17 February 2015
“I am a scientist, first and foremost, but I feel it is my responsibility to answer questions from the public when I am asked,” Diffenbaugh said during a panel on communications Feb. 12 at the American Association for the Advancement of Science annual meeting in San Jose, California.
13 February 2015
Video is an excellent tool for conveying emotion and generating excitement. It’s got beautiful moving images, ambient sound, and music (if you dare). It’s got human connection if you talk with people on camera or see them active on screen. It’s the most visceral way to capture an audience and tell a story. It’s not the best at communicating the details of a story however. Text, well written, still does a good job at that. But if your audience is prepped and excited about a topic or in my current case, a research expedition (because they watched an interesting or compelling video), they may be more inclined to sit down and read more about it.
8 December 2014
Geoscientist and singer-songwriter shares her creative side at AGU’s Open Mic Night – and you can, too
Science is about discovering universal truths. Music, they say, is a universal language. So what better way to communicate science than through music?
3 December 2014
The idea is not new – doing improv does improve your ability to communicate. While the specific vehicle – improvisational acting – may seem foreign from the scientific process, the concept connects the realities of life (improvised, after all) with the vagaries of doing science (experiments don’t always go according to plan, right?).
11 November 2014
On 27 June, lava from Kīlauea, an active volcano on the island of Hawai`i, began flowing to the northeast, threatening the residents in Pāhoa. Eos recently spoke with Michael Poland, a geophysicist at the U.S. Geological Survey’s Hawaiian Volcano Observatory (HVO) and a member of the Eos Editorial Advisory Board, to discuss how he and his colleagues communicated this threat to the public.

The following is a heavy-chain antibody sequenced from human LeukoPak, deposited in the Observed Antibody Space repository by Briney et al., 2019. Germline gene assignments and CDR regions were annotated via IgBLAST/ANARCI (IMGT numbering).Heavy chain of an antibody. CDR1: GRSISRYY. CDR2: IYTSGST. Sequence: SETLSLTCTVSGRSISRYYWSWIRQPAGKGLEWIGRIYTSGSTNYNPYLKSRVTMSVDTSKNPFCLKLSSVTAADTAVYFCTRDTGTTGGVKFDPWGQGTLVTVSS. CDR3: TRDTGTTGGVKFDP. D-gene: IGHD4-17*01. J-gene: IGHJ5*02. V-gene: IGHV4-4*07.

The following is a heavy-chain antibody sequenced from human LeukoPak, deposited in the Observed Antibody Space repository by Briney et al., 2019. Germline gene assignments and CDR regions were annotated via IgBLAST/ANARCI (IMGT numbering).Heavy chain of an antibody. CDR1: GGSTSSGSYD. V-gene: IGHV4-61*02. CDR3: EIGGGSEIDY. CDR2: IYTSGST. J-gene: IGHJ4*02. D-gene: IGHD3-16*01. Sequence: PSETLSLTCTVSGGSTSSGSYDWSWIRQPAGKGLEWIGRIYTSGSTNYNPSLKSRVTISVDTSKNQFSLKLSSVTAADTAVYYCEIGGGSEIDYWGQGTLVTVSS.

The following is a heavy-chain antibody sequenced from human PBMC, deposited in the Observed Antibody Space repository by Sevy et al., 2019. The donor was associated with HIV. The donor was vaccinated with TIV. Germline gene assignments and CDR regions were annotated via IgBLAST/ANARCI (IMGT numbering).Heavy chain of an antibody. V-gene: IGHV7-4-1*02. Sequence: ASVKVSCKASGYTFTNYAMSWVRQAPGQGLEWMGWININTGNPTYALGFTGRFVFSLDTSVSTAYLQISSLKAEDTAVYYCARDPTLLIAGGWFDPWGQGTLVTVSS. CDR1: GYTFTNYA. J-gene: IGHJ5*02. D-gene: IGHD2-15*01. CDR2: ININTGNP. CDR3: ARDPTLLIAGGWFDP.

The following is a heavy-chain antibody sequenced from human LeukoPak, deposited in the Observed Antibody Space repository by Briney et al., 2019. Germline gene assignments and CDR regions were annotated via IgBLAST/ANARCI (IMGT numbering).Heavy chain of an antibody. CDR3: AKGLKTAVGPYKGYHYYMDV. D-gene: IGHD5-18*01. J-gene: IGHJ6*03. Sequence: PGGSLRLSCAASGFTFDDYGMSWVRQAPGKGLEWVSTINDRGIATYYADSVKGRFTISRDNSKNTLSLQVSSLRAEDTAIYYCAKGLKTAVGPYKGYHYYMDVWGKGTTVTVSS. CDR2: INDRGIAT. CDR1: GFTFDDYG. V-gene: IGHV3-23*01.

3 November 2014
Doodling in Science Class: Using Stick Figure Animations to Explain Complex Science at Stanford University (Videos)
Emma Hutchinson discusses how climate change might impact the strongest wind system on Earth, and what that means for ocean circulation patterns in this Stanford University video. Traer partnered with Hutchinson to animate her story with white board drawings in the hopes of making it easier for the public to understand her complex research. Video courtesy of Stanford School of Earth Sciences. By Miles Traer From my time as an …
16 October 2014
The wonderful thing about science communication and outreach is that there are an almost infinite number of ways to share your science. We’ve made a quick list of some of the kinds of activities you can be involved in to share your science.
8 October 2014
After just a few short months, my desk at the Los Angeles Times had succumbed to the same peculiar malady as my desk at Oregon State University, where I did my Ph.D. in paleoclimatology: It seemed to have sprouted a thin coat of fluorescent sticky notes. Each tiny square bore a fact that merited remembering or a question that demanded answering, and, every day, they multiplied.